“Fight between my conscious and the skin that’s on my body.” – Lift Me Up, Vince Staples

The Growing Pains series will continue each day until the full story is shared. It is an honest look at how socialization, poverty, changing circumstances, and perceptions influenced me to hate myself, my skill, and my community, but ultimately how authentic relationships, challenging questions, and a deep look inside helped me learn to love myself and love my people. You see I’m black and I love it, but that wasn’t always the case. Check tomorrow for the next chapter – Growing Pains #8: Where do I fit? will be up and ready for your reading.

Growing Pains #6: Tipping Point

Poverty is a beast!

It was the November 29, 2008, the Sunday after Thanksgiving. I was listening to Dear Life by Anthony Hamilton. At 12:06am (I have this weird thing about remembering specific times), we pulled into the driveway after taking Kyle, my brother, back to school in Kentucky. It was his first year of college. It was nearly pitch black out except for a few dimly lit, orange street lights and the light on our porch. I stepped out of the car, followed by my parents.

“Give me the bag. Don’t move” A gun pointed directly at me and two men standing in masks demanding everything we had. There are very few moments that are as memorable as being robbed at gunpoint in your driveway. I was helpless.  In a moment that seemed to last forever, my resentment turned to hate. I hated the person standing in front of me. I was angry that there was nothing I could do. My hate was unfiltered and uninhibited. Thankfully, no one was hurt.

A week later, we received a police report that read like a grocery list. Bread, milk, peanut butter, chips, juice, and a two-liter Red Faygo. Less than two miles away, they bought groceries from a gas station. They lived in my neighborhood. Why would they rob us only to go buy food? Why were they in those circumstances? Was this normal? Why us? Why? Why?

Poverty. Poverty. Poverty. The anger lingered, but it was joined by confusion, compassion, fear, and uncertainty. The next two years floated by in a fog and I just moved on. I left Detroit for college with the intention of never going back. I didn’t have answers or solutions. I couldn’t fix anything. I walked away. Little did I know just how important my blackness and my community would become to me. A shield. A target. A reminder. It was the end of one story and the beginning of another, or so I thought.

The Growing Pains series will continue each day until the full story is shared. It is an honest look at how socialization, poverty, changing circumstances, and perceptions influenced me to hate myself, my skin, and my community, but ultimately how authentic relationships, challenging questions, and a deep look inside helped me learn to love myself and love my people. You see, I’m black and I love it, but that wasn’t always the case. Check tomorrow for the next chapter – Growing Pains #7: Bad Genes will be up and ready for your reading.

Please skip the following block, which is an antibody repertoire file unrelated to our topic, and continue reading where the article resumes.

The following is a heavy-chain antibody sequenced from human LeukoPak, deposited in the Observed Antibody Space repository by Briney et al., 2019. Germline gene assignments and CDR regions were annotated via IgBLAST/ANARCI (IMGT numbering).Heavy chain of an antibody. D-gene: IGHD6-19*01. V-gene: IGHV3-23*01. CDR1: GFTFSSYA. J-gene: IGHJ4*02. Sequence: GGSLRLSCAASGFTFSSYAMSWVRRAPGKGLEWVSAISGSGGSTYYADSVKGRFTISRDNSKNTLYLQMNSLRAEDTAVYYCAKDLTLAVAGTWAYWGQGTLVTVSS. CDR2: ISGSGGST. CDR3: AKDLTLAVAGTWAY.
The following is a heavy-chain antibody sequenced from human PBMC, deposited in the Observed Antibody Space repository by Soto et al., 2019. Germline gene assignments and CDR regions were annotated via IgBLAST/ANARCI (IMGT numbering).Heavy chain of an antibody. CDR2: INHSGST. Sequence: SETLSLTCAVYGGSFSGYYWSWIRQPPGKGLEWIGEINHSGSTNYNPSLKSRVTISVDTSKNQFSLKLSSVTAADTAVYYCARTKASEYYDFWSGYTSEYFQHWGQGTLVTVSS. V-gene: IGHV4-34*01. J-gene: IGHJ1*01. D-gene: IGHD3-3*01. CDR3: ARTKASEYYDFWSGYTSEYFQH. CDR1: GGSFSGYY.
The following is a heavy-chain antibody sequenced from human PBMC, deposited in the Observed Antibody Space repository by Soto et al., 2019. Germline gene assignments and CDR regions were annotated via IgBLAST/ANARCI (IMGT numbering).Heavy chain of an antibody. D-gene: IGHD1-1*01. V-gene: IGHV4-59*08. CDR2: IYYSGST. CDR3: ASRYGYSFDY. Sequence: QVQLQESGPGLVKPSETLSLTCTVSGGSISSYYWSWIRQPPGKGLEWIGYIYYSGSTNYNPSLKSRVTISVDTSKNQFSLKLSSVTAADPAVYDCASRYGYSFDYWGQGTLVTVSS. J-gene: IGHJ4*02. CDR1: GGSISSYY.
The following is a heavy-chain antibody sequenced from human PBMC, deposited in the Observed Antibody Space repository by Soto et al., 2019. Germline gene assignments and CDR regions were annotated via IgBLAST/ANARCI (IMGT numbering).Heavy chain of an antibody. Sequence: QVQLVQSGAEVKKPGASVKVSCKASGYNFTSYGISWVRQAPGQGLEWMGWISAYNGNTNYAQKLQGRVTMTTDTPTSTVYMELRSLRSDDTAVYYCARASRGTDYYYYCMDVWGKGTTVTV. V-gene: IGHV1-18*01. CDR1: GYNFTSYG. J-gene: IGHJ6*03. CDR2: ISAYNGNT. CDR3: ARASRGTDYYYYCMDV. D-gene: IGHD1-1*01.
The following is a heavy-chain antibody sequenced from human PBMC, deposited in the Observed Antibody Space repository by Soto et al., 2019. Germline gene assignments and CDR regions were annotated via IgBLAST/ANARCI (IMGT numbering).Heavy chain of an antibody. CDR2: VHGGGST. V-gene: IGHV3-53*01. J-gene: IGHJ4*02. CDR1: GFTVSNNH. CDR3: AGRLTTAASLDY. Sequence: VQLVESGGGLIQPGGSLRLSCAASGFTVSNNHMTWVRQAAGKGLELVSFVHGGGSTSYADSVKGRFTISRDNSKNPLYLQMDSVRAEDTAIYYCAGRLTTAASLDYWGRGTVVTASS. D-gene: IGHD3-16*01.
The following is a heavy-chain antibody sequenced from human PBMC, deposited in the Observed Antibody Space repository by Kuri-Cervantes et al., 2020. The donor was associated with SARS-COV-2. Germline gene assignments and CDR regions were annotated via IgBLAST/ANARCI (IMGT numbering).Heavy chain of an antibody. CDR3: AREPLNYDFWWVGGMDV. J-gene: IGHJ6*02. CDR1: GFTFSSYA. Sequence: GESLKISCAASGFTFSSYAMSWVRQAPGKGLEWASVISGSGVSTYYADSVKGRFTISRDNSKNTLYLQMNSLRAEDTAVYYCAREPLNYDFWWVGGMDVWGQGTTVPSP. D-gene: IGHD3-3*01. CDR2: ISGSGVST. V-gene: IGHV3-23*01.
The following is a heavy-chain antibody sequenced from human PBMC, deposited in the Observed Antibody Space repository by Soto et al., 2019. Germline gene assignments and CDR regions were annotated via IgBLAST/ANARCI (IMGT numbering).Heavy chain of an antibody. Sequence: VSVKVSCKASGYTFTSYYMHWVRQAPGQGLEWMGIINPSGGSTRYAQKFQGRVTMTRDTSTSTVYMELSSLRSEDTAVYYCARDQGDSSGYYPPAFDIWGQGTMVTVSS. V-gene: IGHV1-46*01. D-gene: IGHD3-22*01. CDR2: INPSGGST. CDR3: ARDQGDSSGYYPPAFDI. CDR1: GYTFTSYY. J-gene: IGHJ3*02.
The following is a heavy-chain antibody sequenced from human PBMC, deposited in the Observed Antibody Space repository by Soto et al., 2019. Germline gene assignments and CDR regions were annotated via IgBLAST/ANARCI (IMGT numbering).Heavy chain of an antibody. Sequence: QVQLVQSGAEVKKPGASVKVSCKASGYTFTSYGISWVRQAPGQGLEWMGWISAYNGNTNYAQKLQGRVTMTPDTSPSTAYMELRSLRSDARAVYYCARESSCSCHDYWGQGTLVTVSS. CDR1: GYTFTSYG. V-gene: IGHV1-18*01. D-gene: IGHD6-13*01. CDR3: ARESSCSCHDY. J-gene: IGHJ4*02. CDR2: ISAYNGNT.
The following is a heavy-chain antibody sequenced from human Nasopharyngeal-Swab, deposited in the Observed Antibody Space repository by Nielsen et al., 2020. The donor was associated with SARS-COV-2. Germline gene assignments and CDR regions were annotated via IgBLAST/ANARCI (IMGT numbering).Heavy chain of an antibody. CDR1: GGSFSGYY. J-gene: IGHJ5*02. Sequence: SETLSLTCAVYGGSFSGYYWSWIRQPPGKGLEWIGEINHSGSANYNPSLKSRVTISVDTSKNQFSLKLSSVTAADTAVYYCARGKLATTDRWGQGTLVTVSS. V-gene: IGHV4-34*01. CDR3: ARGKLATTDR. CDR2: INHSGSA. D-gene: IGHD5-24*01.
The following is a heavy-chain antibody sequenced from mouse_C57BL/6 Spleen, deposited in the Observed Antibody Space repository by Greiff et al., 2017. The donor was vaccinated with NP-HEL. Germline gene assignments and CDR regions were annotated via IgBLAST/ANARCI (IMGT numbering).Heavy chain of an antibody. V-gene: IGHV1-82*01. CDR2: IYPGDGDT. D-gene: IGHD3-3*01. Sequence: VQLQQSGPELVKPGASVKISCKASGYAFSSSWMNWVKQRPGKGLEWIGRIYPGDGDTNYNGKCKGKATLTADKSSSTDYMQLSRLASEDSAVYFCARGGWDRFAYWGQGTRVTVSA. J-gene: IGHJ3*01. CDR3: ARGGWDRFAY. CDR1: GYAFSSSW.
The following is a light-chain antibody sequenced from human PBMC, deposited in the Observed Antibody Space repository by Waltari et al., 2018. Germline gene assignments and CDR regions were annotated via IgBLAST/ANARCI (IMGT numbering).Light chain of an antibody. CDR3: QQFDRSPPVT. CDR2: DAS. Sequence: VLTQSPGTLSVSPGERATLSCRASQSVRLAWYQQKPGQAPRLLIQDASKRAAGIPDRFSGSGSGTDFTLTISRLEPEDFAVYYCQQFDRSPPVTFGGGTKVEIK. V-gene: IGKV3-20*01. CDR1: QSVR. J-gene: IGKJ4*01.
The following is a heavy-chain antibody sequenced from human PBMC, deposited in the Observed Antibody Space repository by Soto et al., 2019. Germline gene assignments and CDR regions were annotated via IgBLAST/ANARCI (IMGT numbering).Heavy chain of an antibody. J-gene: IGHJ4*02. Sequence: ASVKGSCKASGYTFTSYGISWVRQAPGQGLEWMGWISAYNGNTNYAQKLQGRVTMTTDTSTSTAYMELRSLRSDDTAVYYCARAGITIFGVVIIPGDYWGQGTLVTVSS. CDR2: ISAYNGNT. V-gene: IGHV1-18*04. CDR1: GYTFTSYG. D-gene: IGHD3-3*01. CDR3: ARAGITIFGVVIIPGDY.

Growing Pains #5: Resentment

Everywhere I turned, I saw someone to blame. Everywhere I turned, I saw someone who looked like me. Everywhere I turned, I pointed the finger. Everywhere I turned I saw no mirrors. Well, there were mirrors… I just didn’t see myself. I didn’t want to see myself.


*Context*

I saw being black as a detriment. I believed being black was a setback. I saw being white, and even non-black, as better. In school. At home. In the activities I participated in. In life. I saw myself as better because I believed I was “non-black”. I was “50%” this, “20%” that. The last thing I was, and most times by default, was black. I would only claim to be black because it was so obvious that I was. I didn’t want to be associated with blackness. I hated that part of my life. The black experience in the United States was, and still is, defined by struggle and suffering. More than that, it seemed like everyone around me was defined by struggle and suffering. You know how tired I was of hearing about and seeing struggling and suffering. You know the type of hopelessness that creates?! It’s all you see. It’s all you hear. It’s all around you. In not owning my blackness, I felt like I didn’t have to deal with it. I was 10 years old and exhausted from life. How does that happen?

Even now, it’s exhausting to always explain to people what’s going on and things like Black Lives Matter or systemic oppression. It’s exhausting to deal with systems that ruin lives everyday.  Eventually, I saw a way out – getting through middle school and high school as soon as possible. – *exhales after getting that out* (Scroll below for content.)


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*Content*

By the time I was in sixth grade, I changed schools five times. There was a cycle. Start over, make a few connections, change schools, start over, make a few connections, start over. My parents just wanted to find the best education for my brother and I, which meant trying schools out and seeing what happened. I just floated through school.

I was part of another environment that seemed to drain imagination and creativity rather than cultivate it. In sixth grade, I was testing two years higher in all subjects and my teacher brought up the discussion to promote me to the eighth grade. I WAS OVERJOYED. It was happening! I’d get to leave sooner than I thought. You can imagine the pride and joy I felt about having this opportunity.

After thinking about it, my parents declined. “I wasn’t socially ready to be in the classroom with eighth graders.” “I was already young for my grade and I wouldn’t be prepared for the changing environments.” I was devastated. I was defeated. I RESENTED THEM more than I ever had before. I couldn’t make lasting connections anywhere. School was failing me. I was fed up. I was a grudge holder. I was so damn tired. They took away the one chance I had to leave it all behind sooner than I anticipated. That chance was gone before I could even blink.